Dozens of additional stroke-related genes; potential drug targets identified

Researchers from the University of Texas San Antonio Health Sciences Center (UT Health San Antonio) are part of an international team that has discovered 61 additional genetic loci associated with stroke and six genes that are targets potential for pharmacotherapy to prevent or treat stroke. The results, published today (September 28) in Nature, are in 2.5 million people from five different ancestors, more than 200,000 of whom have had a stroke. Members of the GIGASTROKE consortium conducted the research.

Stroke is the second leading cause of death worldwide, responsible for approximately 12% of total deaths and a major contributor to years of life lost or lived with disability. Loci are the physical locations of genes on chromosomes in cells and have been called genetic street addresses.

Sudha Seshadri, MD

Nature The article’s co-author, Sudha Seshadri, MD, professor of neurology at the Joe R. and Teresa Lozano Long School of Medicine at UT Health San Antonio, is the founding director of the Glenn Biggs Institute of the institution for Alzheimer’s disease and neurodegenerative diseases. She leads the Neurology Task Force of CHARGE, an international consortium that has contributed to new findings.

“The population studied in this article has a fairly global representation, including Africa, South Asia, East Asia, Europe and Latin America,” Seshadri said. “Interestingly, one of the groups that remains underrepresented is the American Hispanic population, so there’s still work to be done.”

Stroke is a major risk factor for dementia, and there is significant overlap between the conditions, Seshadri said. Stroke affects small vessels, endothelial cells that line blood vessels, and cells called pericytes that are important for blood vessel formation and other functions. Vascular cognitive impairment and dementia also affect small vessels, endothelial cells and pericytes, Seshadri said.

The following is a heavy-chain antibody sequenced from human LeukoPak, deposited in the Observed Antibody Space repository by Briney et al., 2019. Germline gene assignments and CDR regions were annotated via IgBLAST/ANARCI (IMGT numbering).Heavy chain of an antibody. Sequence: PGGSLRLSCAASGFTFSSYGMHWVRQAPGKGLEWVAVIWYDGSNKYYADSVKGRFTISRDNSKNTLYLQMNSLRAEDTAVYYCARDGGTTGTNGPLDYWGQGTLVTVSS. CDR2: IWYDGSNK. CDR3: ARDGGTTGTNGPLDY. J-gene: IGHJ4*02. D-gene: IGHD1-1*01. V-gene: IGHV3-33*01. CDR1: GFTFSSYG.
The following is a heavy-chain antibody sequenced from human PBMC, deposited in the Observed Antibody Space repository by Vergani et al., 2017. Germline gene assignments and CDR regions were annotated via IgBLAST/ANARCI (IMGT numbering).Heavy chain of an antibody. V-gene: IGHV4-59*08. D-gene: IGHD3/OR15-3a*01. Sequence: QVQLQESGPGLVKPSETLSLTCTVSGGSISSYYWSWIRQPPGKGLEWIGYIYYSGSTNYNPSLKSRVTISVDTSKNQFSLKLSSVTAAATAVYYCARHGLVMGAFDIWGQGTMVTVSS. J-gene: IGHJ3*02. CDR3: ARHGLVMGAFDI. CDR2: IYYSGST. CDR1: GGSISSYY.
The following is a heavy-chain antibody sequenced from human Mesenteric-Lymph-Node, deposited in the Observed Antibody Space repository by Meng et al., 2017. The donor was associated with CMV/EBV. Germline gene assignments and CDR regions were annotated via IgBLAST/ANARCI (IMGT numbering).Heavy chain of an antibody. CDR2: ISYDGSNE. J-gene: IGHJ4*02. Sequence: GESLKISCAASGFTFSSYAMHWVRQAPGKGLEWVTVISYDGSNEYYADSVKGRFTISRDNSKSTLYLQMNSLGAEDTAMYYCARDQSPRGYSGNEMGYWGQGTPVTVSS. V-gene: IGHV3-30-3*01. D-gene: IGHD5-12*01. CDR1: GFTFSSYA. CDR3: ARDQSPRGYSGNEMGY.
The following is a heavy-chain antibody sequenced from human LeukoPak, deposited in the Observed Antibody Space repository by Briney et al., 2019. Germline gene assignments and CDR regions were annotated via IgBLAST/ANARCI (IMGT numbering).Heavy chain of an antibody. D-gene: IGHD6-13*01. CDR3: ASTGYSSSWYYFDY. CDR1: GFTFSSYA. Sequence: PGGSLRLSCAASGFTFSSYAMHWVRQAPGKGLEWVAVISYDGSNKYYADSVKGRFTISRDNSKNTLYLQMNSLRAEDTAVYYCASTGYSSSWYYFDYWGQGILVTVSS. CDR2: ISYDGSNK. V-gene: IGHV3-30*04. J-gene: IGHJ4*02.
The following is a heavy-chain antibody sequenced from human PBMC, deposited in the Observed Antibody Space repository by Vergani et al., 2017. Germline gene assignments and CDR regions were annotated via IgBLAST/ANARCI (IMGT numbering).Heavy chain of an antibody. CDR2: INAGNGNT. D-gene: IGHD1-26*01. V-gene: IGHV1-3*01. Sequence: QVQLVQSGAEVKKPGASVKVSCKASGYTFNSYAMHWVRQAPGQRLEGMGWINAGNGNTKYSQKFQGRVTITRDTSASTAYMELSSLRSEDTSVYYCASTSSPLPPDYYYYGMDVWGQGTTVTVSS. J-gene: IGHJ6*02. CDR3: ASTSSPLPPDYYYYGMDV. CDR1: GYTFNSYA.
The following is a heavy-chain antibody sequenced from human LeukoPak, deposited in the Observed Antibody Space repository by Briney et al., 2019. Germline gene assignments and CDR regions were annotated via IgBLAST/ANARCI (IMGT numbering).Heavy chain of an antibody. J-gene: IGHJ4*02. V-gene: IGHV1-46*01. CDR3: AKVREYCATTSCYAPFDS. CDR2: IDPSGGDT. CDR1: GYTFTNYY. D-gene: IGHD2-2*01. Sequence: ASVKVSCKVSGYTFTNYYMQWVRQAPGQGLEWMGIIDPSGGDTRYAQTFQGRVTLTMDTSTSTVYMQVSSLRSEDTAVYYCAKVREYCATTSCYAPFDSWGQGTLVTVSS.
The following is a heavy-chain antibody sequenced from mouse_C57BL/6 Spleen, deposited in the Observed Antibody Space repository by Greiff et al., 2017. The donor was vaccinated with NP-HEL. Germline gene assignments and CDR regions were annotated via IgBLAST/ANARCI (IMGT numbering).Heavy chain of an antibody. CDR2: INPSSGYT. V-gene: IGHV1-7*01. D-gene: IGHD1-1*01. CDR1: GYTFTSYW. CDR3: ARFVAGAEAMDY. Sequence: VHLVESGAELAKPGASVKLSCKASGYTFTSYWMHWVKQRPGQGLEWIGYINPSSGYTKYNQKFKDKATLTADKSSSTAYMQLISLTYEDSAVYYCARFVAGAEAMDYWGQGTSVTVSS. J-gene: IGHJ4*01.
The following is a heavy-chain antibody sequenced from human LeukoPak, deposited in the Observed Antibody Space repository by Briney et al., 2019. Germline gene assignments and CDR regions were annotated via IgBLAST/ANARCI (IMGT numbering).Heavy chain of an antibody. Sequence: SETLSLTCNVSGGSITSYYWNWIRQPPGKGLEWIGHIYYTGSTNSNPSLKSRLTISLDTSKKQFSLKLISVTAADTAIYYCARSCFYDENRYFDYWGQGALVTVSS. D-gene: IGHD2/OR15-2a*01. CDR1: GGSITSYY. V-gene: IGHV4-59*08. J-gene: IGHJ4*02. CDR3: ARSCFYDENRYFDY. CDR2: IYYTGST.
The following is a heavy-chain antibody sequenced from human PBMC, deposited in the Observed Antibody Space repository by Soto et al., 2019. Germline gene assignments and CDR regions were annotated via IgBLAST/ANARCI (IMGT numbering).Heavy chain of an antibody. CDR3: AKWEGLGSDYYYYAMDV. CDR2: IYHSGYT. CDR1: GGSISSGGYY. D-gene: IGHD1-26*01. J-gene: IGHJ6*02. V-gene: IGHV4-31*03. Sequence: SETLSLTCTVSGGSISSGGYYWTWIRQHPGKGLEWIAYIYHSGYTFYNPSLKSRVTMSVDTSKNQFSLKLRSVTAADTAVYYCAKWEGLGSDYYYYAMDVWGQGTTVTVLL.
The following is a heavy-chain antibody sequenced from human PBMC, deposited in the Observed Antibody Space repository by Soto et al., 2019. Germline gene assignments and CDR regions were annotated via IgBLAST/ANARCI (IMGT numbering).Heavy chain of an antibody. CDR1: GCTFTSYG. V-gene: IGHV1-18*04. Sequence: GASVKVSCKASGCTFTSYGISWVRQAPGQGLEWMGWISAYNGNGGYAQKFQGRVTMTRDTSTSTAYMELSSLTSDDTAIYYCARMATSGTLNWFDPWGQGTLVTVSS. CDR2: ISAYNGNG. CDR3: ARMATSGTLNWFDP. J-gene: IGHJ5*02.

Photo of Dr. Claudia Satizabal
Claudia Satizabal, PhD

“There is a common biology between stroke and dementia, and there are research methods used in this project to study the genetics of stroke that will make us stronger in the study of dementia,” said research co-author Claudia Satizabal, PhD, assistant professor of population health sciences at UT Health San Antonio and research fellow at the Glenn Biggs Institute.

Photo by Muralidharan Sargurupremraj, PhD
Muralidharan Sargurupremraj, PhD

Co-author Muralidharan Sargurupremraj, PhD, who worked with collaborators in Bordeaux, France, on the global initiative before joining the Glenn Biggs Institute, said the massive project showed the utility of using multiple methods to “pass loci, genetic variations, to identify molecules and pathways that may be drug targets for stroke.

Currently known drug targets in Alzheimer’s disease and related dementias have not led to effective therapies so far, Seshadri noted. “I really think I’ll find out novel biology and its research is one of the most promising avenues for finding new drug targets and drugs to treat dementia,” she said.

Over the next 10 years, she said, clinical dementia care, fueled by research such as GIGASTROKE’s findings, “will advance to take a blood sample from a patient and see the genetics of the person, and thus understand what is happening in the brain and do targeted treatment.

The Glenn Biggs Institute, in conjunction with the University of Texas Rio Grande Valley, is an Alzheimer’s disease research center designated by the National Institute on Aging, one of the elite centers for the care and dementia research in the United States.

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